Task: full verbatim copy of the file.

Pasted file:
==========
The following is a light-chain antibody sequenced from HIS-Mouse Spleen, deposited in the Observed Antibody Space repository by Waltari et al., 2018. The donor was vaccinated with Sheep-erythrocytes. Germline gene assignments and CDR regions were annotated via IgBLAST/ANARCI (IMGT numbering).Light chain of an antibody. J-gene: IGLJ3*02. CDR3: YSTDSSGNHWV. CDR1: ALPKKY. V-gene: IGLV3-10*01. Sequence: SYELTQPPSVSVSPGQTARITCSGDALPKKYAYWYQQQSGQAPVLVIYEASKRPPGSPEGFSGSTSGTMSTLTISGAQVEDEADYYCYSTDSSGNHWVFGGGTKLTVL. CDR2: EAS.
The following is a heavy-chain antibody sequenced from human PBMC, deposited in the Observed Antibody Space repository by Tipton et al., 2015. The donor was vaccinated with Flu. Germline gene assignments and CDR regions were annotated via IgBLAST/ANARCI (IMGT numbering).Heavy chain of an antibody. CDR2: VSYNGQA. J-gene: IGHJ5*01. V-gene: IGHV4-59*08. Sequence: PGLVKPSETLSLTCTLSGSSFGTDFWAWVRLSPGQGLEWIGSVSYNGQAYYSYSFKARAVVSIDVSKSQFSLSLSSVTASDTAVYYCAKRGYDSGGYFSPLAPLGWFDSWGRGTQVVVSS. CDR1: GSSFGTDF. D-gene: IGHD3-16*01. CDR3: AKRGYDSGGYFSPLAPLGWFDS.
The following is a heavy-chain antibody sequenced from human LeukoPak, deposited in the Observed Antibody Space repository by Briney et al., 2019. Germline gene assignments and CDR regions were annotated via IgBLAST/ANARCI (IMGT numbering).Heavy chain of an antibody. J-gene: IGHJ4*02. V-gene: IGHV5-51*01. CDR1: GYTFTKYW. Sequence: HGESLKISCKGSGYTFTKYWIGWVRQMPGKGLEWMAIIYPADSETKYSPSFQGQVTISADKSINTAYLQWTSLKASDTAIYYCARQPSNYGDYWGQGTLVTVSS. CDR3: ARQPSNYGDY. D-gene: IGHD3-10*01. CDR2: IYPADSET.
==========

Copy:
The following is a light-chain antibody sequenced from HIS-Mouse Spleen, deposited in the Observed Antibody Space repository by Waltari et al., 2018. The donor was vaccinated with Sheep-erythrocytes. Germline gene assignments and CDR regions were annotated via IgBLAST/ANARCI (IMGT numbering).Light chain of an antibody. J-gene: IGLJ3*02. CDR3: YSTDSSGNHWV. CDR1: ALPKKY. V-gene: IGLV3-10*01. Sequence: SYELTQPPSVSVSPGQTARITCSGDALPKKYAYWYQQQSGQAPVLVIYEASKRPPGSPEGFSGSTSGTMSTLTISGAQVEDEADYYCYSTDSSGNHWVFGGGTKLTVL. CDR2: EAS.
The following is a heavy-chain antibody sequenced from human PBMC, deposited in the Observed Antibody Space repository by Tipton et al., 2015. The donor was vaccinated with Flu. Germline gene assignments and CDR regions were annotated via IgBLAST/ANARCI (IMGT numbering).Heavy chain of an antibody. CDR2: VSYNGQA. J-gene: IGHJ5*01. V-gene: IGHV4-59*08. Sequence: PGLVKPSETLSLTCTLSGSSFGTDFWAWVRLSPGQGLEWIGSVSYNGQAYYSYSFKARAVVSIDVSKSQFSLSLSSVTASDTAVYYCAKRGYDSGGYFSPLAPLGWFDSWGRGTQVVVSS. CDR1: GSSFGTDF. D-gene: IGHD3-16*01. CDR3: AKRGYDSGGYFSPLAPLGWFDS.
The following is a heavy-chain antibody sequenced from human LeukoPak, deposited in the Observed Antibody Space repository by Briney et al., 2019. Germline gene assignments and CDR regions were annotated via IgBLAST/ANARCI (IMGT numbering).Heavy chain of an antibody. J-gene: IGHJ4*02. V-gene: IGHV5-51*01. CDR1: GYTFTKYW. Sequence: HGESLKISCKGSGYTFTKYWIGWVRQMPGKGLEWMAIIYPADSETKYSPSFQGQVTISADKSINTAYLQWTSLKASDTAIYYCARQPSNYGDYWGQGTLVTVSS. CDR3: ARQPSNYGDY. D-gene: IGHD3-10*01. CDR2: IYPADSET.